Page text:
Caring for the elderly
Katuku’s passion to care for the needy transcends beyond just orphans. When I enter the house away from the heavy down pour, I notice an elderly man in his late seventies lying on a bed in the first room at the entrance with a cat besides him.
I had mistaken the man for a relative but later Katuku narrated how the partially blind Patrick Wamukoko is her 11th dependent.
Wamukoko who used to reside in the neighbourhood before he moved in to stay with them once worked at the Ssese-fly control offices as a porter before he was retrenched.
Eventually Wamukoko became blind and had no one to care for him.
As a gesture of kindness, Katuku would instruct the children to take him food and fetch him water until one day the children carried his belongings and brought him at Katuku’s home.
“I did not protest and gave him space to sleep. Up until now he shares with us the little food we have,” Katuku testifies with a grin.
Support from well-wishers
Katuku is grateful to individuals and organizations that avail her support. She says recently, Rotary club members visited her and donated clothes to the children.
Cry for help
Katuku appeals to well –wishers to help her set up an income generating project. It could be a grocery shop to generate daily income.
Alternatively, someone could volunteer to equip her with skill on how to make quick money like mushroom growing.
“Some of the children are grown and can actively participate in running the projects,” she said.
Katuku says the four roomed house is not enough to accommodate the children. Her dream is to have the house expanded so as to accommodate more children.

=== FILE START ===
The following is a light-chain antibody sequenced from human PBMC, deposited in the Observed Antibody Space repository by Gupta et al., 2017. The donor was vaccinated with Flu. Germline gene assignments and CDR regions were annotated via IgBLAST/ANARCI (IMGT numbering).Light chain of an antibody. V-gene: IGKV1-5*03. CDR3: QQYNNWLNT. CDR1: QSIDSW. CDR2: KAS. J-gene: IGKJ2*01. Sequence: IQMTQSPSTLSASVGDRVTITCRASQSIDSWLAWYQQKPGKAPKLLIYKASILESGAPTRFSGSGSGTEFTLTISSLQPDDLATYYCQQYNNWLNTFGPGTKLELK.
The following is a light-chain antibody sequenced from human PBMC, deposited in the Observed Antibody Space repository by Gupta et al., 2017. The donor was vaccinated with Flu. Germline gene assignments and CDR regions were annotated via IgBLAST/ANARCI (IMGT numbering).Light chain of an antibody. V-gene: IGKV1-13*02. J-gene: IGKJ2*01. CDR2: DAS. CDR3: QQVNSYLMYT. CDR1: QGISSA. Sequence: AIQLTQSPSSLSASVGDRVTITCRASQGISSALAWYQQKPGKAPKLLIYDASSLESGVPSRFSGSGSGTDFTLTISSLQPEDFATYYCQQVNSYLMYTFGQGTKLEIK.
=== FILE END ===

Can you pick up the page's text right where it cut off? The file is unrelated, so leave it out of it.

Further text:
“I want the project to continue even after I have passed on,” she says.
Her inspiration to care for orphans
Losing her only son at the age of nine does not justify Katuku’s decision to care for orphans. Her passion stems from her family background. A last born of nine children, Katuku was loved and pampered by her parents.
After experiencing the love filled childhood, Katuku grew to love children.
“Whenever I see a child being neglected I feel bad. Every time people explain they have problems and request me to keep their babies I never refuse,” she admits.
Just to affirm her confessions, while we still conversed, a neighbour carrying a baby about one year old knocked at her door.
Katuku excused her-self to attend to her and shortly returns carrying the baby.
This causes excitement to the other children who start chanting how they have brought another baby to stay with them.
Placing the baby on her laps, Katuku stares at me and explains how the mother has requested her to baby sit the toddler while she goes out to look for her young brother who had gone missing.
Who is Thereza Katuku
Katuku was born to Sebastian Mukooto and Martha Mukooto on the 25th of November 1943 in Bujumbura Hoima.
She attended St. Benardette primary school in Bujumbura Hoima for her primary and junior 1 to 3 studies.
After, she enrolled for a certificate course in general nursing at Nsambya hospital school of nursing.
Upon completion she was recruited as a maternal and child health demonstrator in Mbarara under the Makerere medical school project.
In 1969, Katuku quite the medical world and was recruited at Uganda shoe Bata Company as a shop manager until 1986 when she retired.